University Neuromuscular Massage

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Restoring balance one massage at a time.

Frequently Asked Questions

How often should I get a massage?
There are many factors that go into that question. Some of them are: What are your goals? Are you looking for relief of a chronic issue or an acute injury? How long has the issue been present? How well does your body respond to the treatment and heal itself? In the beginning, more frequent sessions are recommended as the effects are cumulative. Some of our clients come in once a week, some come in every other week, others every 3-4 weeks. All of them recognize the importance of self-care, and the health benefits that they enjoy from receiving massage on a regular basis.
How long of a session should I book?
Again, this answer varies. It depends on what type of work you are looking for. If you want a full body deep tissue massage, you will need 60-90 minutes. If you are looking for very specific work, like one shoulder, we may be able to address that in 30 minutes. If there are multiple areas of pain and tension, longer sessions would be best suited for you.
Is a massage always appropriate?
No, there are several medical conditions that would make massage inappropriate. That's why it is necessary that you fill out the health history forms before you begin your session. The massage therapist will ask general health questions to rule out if you have any contraindications to massage. It is very important that you inform the practitioner of any health problems or medications you are taking. If you are under a doctor's care, it is strongly advised that you receive a written recommendation for massage prior to any session. Your massage therapist may require a recommendation or approval from your doctor.
How much water should I drink?
The best way to tell if you are drinking enough is to check your urine. If it is clear and odor free, you are drinking enough. If it has a strong odor and color, then you probably will want to increase the amount you drink, unless you are on water restriction for medical reasons. I recommend increasing your water intake to about 1 ounce for every two pounds of body weight during the first 24-48 hours after your massage. Lactic acid, also known as metabolic waste, builds up in your muscles. Massage helps displace this lactic acid, and by drinking plenty of water you will aid in flushing it out of your muscles and further out of your body. Furthermore, you need to make sure your liver and kidneys are hydrated well enough to properly do their jobs as normal, but also to handle all the extra trash that will be thrown at them. Muscles are primarily made up of water and need proper hydration for comfort, healthy cell regeneration and optimal range of motion. This means comfort for you, so drink up!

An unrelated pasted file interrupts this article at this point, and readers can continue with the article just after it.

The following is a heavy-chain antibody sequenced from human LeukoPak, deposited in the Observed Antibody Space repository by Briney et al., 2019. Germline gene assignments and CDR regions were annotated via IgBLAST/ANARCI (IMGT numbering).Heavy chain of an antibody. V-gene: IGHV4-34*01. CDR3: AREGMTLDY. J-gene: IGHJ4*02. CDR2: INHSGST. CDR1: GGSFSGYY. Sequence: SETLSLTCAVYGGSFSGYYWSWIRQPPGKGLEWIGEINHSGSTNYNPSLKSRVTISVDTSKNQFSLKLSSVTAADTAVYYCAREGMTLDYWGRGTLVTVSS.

Will I be sore after my massage?
Possibly, but not necessarily. It is very important for you to let me know if I am using too much pressure at any time. I don’t operate under the “no pain – no gain” theory, so please don’t “take” the pressure or pain thinking that it is supposed to be that way. Sometimes working with an injured area might be painful, but even that should be within a good tolerance level… think “good hurt” vs. “bad hurt”. If you are not used to receiving massage, it is similar to not being used to working out. Just as you can feel sore after a good workout, you might feel a little sore after a massage. That feeling should not last more than a day or two. Again, communication is key to getting your best massage.
Do I need to get undressed?
You only have to undress to your level of comfort. You will be on the massage table, with sheets and blankets covering you at all times. Only the part of your body being worked on will be exposed. If you are not comfortable getting undressed at all, we have techniques that can be used through your clothing. It is always your choice on how much clothing to take off or leave on. You will always be properly draped for your privacy and comfort level.
Is it OK to talk during my session?
That is totally up to you. We will occasionally ask a few questions, pertaining to your comfort level, and how you are feeling. We have learned that some people relax by talking; others prefer to have their massage in silence. It’s your massage – you get to decide if you want to talk or not. Often times people will start out talking, then “drift away” as the massage goes on. Whatever helps you to relax the most is best.
Do you accept insurance?
We do not accept insurance, and require sessions to be paid for at the time of your massage session. We can however, provide you with a detailed receipt, with applicable treatment codes, so you may submit a claim to your insurance. You should check with your insurance provider as some of our clients are able to pay for their treatments with a health savings or flexible spending account.
What if I’m ticklish?
We’ve worked with many people who are ticklish. We can vary the pressure, depth, and pace of the massage strokes so that you won’t feel tickled. If you do, inform your therapist so they can alter their approach to accommodate you.
Am I supposed to tip?
Tipping is a matter of personal discretion. Some of our clients do tip, some do not. You will get the same level of excellent service whether you tip or not. Tips are never required, but always appreciated. One of the best ways to “tip” your therapist is to refer your friends and family to us for a massage!
Do your hands ever get tired?
Rarely. I think that the question behind this really is: “Will you be able to give me a good massage if I am your last client of the day?” The answer is yes. One of the ways that we’ve been able to stay in this profession is to not over-book our therapists. We leave plenty of time between clients – both to give them time to sit and relax before driving home and to give myself time to clean the room, rest and prepare for my next client.